Bitcoin miner fees are small amounts of bitcoin given to incentivize bitcoin miners (and their operators) to confirm bitcoin transactions. Bitcoin miners are the special pieces of hardware that confirm and secure transactions on the bitcoin network. Miner fees pay miners for the service they provide. Miner fees do not go to BitPay. If you are wondering why your recommended fee may have been high, check out our help article “Why is my recommended bitcoin miner fee so high?”
What do bitcoin miner fees do?
Bitcoin miners confirm and secure transactions by adding blocks to the blockchain. A block is a group of transactions. The blockchain is Bitcoin's shared public record of all transactions. Miners must add transactions to the blockchain so the transaction becomes final. No one is able to reverse a transaction after miners add it to the blockchain. How do bitcoin block confirmations work?
Miners use the miner fees attached to transactions to decide which transactions to confirm first. A sufficient miner fee makes it more likely that your transaction will confirm in a short period of time. If you use a low miner fee (or no fee at all), your transaction may take days or even weeks to confirm. The bitcoin network may even reject your transaction altogether and return the funds to your wallet.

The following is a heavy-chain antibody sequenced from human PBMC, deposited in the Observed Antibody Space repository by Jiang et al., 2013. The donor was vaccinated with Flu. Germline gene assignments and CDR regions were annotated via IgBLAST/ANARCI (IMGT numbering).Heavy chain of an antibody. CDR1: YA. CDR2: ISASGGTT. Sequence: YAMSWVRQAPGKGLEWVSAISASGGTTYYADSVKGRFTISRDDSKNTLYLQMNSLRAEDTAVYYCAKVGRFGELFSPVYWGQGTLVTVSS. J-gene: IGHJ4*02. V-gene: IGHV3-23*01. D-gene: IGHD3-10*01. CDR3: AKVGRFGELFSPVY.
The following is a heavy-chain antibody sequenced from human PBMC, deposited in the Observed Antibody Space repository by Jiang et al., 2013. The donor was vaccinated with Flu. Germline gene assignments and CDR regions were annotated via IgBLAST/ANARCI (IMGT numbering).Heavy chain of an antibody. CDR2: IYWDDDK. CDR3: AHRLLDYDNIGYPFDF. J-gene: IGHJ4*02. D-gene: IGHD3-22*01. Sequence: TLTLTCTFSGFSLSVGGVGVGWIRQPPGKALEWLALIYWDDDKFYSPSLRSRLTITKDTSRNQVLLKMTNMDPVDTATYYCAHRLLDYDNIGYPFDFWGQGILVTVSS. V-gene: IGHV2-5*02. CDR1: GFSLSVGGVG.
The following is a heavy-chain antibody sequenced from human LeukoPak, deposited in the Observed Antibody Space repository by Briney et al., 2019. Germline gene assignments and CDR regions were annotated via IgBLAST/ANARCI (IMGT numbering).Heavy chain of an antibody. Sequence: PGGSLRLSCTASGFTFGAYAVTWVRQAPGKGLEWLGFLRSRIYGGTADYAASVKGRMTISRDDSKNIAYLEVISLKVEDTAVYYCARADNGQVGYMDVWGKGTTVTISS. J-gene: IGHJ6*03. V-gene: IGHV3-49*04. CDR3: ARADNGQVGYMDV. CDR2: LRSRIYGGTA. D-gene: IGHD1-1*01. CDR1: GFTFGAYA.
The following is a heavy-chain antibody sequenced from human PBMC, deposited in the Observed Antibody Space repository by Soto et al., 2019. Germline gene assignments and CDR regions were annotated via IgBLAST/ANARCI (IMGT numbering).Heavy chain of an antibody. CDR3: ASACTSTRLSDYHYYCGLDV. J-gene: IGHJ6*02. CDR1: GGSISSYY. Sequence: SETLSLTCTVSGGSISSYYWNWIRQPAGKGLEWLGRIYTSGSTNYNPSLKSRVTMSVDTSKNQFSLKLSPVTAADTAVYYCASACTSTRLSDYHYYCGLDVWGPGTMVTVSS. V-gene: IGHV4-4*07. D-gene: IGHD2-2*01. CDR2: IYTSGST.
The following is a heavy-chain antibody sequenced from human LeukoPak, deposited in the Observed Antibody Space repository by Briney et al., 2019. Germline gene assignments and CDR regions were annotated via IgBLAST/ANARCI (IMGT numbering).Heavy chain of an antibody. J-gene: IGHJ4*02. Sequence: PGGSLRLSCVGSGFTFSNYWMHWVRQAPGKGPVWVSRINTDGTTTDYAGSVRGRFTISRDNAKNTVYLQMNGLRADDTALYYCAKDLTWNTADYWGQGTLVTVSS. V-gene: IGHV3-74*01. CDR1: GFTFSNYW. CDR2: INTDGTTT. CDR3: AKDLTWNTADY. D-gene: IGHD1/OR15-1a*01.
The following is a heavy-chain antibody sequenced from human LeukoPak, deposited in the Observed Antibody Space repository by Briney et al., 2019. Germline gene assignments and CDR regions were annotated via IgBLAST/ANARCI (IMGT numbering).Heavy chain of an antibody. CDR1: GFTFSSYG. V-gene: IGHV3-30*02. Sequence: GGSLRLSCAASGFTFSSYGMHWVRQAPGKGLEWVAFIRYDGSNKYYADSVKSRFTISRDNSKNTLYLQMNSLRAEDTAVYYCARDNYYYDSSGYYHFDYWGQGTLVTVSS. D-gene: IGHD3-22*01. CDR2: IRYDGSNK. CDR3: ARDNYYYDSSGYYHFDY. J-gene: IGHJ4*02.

How do I send bitcoin miner fees?
Most true bitcoin wallets include a bitcoin miner fee in all outgoing transactions. To make sure your wallet includes a correct miner fee, change your settings to include a dynamically-calculated fee. That will help make sure your transaction arrives on time, even when the bitcoin network is busy.
Wallets like the BitPay Wallet include this setting by default. If you would like to customize your bitcoin miner fee on the BitPay Wallet, check out this video. Remember that you can only customize the fee immediately before you make a transaction.
Note: some bitcoin exchanges won't send a miner fee when they transfer funds. Instead, they will deduct the miner fee cost from your outbound transaction.